degree in business administration which inspired him to pursue his master’s in public administration with a concentration in fire service administration. He will complete the master’s program this December. Flowers and his wife Michelle have one child, Leah. MARION COLLEEN SMITH ’11 married Andrew Warrick on January 14, 2012. The couple resides in Pikeville, NC. BRIAN PARNELL ’10 joined Chick-fil-A of Wilson, NC, as training director. In this role, Parnell will coordinate employee training and business functions. He has a bachelor of science degree in business administration and currently resides in Lucama, NC. KENNEDY GRAY ’12 of Rocky Mount and MARLENA DENISE SMITH ’12 of Warsaw are putting their recently earned college degrees to good use. The former classmates have opened Nash Street Healthcare, an urgent care medical center located in Wilson, NC, that provides walkin services for patients. They offer their clients flexible hours, shorter wait times, and in most cases cheaper healthcare.
ASHLEY ELDORA COUCH ’12 and WALTER BRANDON LANIER ’12 were married on June 23, 2012. Couch holds a bachelor of science degree in clinical psychology. She is employed by JAS Ambulance Service and plans to pursue a master’s degree in psychology. Lanier will graduate in December with a degree in management of information systems. He works at Onslow Memorial Hospital as a PC technologist. DORIAN KANE FLOWERS ’10, Fire Chief for the City of Hendersonville, NC, has recently been accepted into the National Fire Academy’s Executive Fire Officer Program. He also recently completed his Fire Officer IV certification. The Mount Olive College at Wilmington alumnus earned his bachelor’s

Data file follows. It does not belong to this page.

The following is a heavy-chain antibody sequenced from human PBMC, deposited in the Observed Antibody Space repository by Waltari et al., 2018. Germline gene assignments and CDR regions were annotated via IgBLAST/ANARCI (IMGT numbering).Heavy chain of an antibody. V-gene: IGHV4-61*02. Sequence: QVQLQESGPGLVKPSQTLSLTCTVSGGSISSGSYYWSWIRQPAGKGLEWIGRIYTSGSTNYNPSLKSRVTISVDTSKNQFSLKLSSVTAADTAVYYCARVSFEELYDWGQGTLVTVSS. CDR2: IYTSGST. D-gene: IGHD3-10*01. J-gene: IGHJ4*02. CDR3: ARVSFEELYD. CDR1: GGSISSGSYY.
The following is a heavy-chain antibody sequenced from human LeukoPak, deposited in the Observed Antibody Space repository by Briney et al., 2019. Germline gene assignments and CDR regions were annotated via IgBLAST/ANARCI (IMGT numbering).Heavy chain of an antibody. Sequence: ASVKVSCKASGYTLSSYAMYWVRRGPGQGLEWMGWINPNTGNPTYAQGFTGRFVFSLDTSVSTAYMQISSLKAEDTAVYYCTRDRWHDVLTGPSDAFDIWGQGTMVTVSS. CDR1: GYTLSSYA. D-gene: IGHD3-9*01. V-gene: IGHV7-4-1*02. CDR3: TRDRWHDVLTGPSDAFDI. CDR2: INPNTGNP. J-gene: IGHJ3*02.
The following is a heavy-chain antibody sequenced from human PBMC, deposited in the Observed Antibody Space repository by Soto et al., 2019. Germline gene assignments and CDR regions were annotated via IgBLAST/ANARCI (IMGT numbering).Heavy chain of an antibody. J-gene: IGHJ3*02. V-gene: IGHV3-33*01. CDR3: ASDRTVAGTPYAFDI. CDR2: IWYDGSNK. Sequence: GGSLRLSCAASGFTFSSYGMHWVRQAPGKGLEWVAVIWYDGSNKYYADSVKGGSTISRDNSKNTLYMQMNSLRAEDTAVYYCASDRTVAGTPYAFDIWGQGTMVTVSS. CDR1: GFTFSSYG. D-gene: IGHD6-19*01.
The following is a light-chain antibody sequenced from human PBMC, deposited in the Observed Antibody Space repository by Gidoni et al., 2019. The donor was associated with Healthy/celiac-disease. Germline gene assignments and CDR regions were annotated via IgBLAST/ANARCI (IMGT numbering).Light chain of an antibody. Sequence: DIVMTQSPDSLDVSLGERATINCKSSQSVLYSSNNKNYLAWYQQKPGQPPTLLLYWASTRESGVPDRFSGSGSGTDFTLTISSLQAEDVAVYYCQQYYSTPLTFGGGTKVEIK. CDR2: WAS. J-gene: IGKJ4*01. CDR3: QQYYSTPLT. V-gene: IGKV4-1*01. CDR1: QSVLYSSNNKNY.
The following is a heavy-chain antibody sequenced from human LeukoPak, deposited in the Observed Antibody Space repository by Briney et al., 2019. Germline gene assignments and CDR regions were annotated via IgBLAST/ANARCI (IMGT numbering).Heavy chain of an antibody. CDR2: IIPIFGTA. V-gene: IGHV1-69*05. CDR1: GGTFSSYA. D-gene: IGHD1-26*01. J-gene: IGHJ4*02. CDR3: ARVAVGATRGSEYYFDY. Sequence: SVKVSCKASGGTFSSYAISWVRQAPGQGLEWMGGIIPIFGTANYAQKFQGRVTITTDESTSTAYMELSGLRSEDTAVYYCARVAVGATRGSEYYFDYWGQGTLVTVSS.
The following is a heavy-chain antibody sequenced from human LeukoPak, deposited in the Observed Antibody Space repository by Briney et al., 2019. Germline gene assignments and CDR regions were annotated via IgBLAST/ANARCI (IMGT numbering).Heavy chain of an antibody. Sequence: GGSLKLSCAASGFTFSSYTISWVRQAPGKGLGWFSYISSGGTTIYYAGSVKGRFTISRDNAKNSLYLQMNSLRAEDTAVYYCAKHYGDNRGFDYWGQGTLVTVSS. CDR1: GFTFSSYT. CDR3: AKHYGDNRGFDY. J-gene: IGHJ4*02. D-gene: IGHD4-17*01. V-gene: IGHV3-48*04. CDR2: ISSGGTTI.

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Fields heads aluMni oFFice In July Mount Olive College alumna Hope McPherson Fields ’09 accepted the position of director of Alumni Relations. Fields earned her bachelor’s degree in business administration with a concentration in business management at Mount Olive College. “I am honored to be selected to help lead the Mount Olive College Office of Alumni Relations to a new level of accomplishment and service,” Fields said. “Our top priority is to give our alumni more reasons to get involved and stay involved with the College.” Fields plans to develop programs for mentoring and career networking to ensure that alumni remain engaged with the institution. “I hope to bring a stronger sense of community to the Office of Alumni Relations,” said Fields. “I want all of our alumni to feel that they are part of the Mount Olive College community and family. I look forward to having our alumni participate in not only events together, but alumni trips!” As the contact person for alumni, Fields will be doing more outreach in establishing professional group connections in the cities closest to the college’s seven geographically distributed locations in eastern North Carolina. Other goals include